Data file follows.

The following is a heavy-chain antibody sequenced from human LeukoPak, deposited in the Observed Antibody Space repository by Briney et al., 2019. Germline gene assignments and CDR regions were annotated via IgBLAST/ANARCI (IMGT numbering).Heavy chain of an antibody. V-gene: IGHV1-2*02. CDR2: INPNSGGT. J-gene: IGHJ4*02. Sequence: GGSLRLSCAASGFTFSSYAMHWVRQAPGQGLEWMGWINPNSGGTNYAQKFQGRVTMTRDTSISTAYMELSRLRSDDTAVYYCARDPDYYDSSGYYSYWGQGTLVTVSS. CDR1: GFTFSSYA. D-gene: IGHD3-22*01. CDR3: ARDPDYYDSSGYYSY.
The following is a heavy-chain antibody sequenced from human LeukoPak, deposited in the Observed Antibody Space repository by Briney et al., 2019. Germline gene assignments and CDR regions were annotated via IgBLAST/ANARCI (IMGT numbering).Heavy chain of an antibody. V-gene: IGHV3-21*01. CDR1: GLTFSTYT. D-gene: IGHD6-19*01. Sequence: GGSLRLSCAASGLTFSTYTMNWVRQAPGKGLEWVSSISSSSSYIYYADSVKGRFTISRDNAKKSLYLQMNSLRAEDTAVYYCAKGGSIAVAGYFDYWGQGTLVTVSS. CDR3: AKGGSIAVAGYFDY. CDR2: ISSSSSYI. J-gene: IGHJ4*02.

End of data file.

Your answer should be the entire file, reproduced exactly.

The following is a heavy-chain antibody sequenced from human LeukoPak, deposited in the Observed Antibody Space repository by Briney et al., 2019. Germline gene assignments and CDR regions were annotated via IgBLAST/ANARCI (IMGT numbering).Heavy chain of an antibody. V-gene: IGHV1-2*02. CDR2: INPNSGGT. J-gene: IGHJ4*02. Sequence: GGSLRLSCAASGFTFSSYAMHWVRQAPGQGLEWMGWINPNSGGTNYAQKFQGRVTMTRDTSISTAYMELSRLRSDDTAVYYCARDPDYYDSSGYYSYWGQGTLVTVSS. CDR1: GFTFSSYA. D-gene: IGHD3-22*01. CDR3: ARDPDYYDSSGYYSY.
The following is a heavy-chain antibody sequenced from human LeukoPak, deposited in the Observed Antibody Space repository by Briney et al., 2019. Germline gene assignments and CDR regions were annotated via IgBLAST/ANARCI (IMGT numbering).Heavy chain of an antibody. V-gene: IGHV3-21*01. CDR1: GLTFSTYT. D-gene: IGHD6-19*01. Sequence: GGSLRLSCAASGLTFSTYTMNWVRQAPGKGLEWVSSISSSSSYIYYADSVKGRFTISRDNAKKSLYLQMNSLRAEDTAVYYCAKGGSIAVAGYFDYWGQGTLVTVSS. CDR3: AKGGSIAVAGYFDY. CDR2: ISSSSSYI. J-gene: IGHJ4*02.